I looked at Cassie and she was very visibly not okay. She didn’t have to throw up, but I could tell she didn’t want to get back on. “Tell you what,” I said, before Cassie could say anything, “why don’t you and Jordan get back in line and I’ll get us some drinks?”
The girls loved that idea and I held Cassie’s hand again as we headed over to the Surf City Grill. It felt like ages ago that we’d been here with the others and Melissa. What had it been? Sunday? Yeah, Sunday. It had not even been six days since we had found Elfangor. Less than a week, and our reality was irrevocably altered. Four days ago, we’d been weighing the pros and cons of stealing a camera. Tonight, we were setting off bombs.
We ordered some Dr Peppers and found a bench where we could keep a line of sight to the rollercoaster.
“Do you want kids?” I asked, seemingly out of the blue.
“Woah, woah, pump the brakes there, stud.”
I couldn't help the embarrassed laughter. “No, no, not now , obviously, I just meant-”
“I know what you meant. May I ask why you're asking?”
I shrugged. “If you asked me what I want to do after high school, I couldn’t give you an answer. Not really. But somehow, I always thought someday I’d be here with a wife and kids. And watching Jordan and Sara…” I let it hang. She didn’t need me to finish. This one day, my girlfriend and my cousins, might easily be the closest I’d ever come to that idea.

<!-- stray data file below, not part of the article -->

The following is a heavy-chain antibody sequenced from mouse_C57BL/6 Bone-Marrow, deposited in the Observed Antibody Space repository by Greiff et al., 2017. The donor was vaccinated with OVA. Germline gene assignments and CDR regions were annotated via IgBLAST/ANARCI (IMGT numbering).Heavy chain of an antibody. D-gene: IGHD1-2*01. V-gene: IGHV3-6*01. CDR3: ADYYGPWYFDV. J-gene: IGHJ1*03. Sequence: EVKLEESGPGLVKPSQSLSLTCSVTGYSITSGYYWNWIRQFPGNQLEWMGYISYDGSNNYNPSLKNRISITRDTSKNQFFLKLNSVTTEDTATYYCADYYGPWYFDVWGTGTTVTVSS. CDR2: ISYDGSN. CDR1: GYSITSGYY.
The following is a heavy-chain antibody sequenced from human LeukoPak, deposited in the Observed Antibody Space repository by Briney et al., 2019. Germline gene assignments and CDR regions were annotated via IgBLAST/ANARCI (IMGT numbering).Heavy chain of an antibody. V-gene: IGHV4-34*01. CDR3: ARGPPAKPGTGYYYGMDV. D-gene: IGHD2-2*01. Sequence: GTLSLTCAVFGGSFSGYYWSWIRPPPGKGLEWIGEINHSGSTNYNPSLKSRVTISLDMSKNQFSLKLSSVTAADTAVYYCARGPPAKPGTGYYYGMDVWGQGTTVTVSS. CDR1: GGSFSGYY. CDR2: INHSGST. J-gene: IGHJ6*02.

“Honestly, I don’t know if I ever saw myself as the mommy type. I’ve spent so much mental effort wondering what I’d do if I didn’t have to take care of the farm stuff, I can’t see trading all that for kids. Not right away, at any rate. I wanted to travel, maybe. I’ve never been anywhere that wasn’t for school or the WRC.”
I nodded. “Marco and I were thinking of taking a camping trip this summer. Maybe you could join us?”
She laughed. “Oh, please, like my dad would let me go unsupervised into the wilderness with boys.”
I shrugged. “Maybe bring Rachel and Tobias. Do it as a group trip. Your dad was the one that encouraged us to get outdoors.”
“Yeah,” she scoffed, “that’s because you’re boys and boys can go out in the woods if they want but girls aren’t allowed to leave the house… because there could be boys out there.”
We laughed. I needed it. I needed to think there was something on the horizon beyond just this one final night. And it worked for awhile. For the next few hours, we were just kids being kids. Just like at the zoo, it was easy for real life to overtake our secret life and our alien missions. Maybe we were good at compartmentalization. Personally, I think we were just in a giant shadow of denial. At sixteen, I had no sense of mortality. I had never made a mistake that couldn’t be rectified or retributed. I’d never been in a life-or-death situation other than Elfangor bleeding in the field.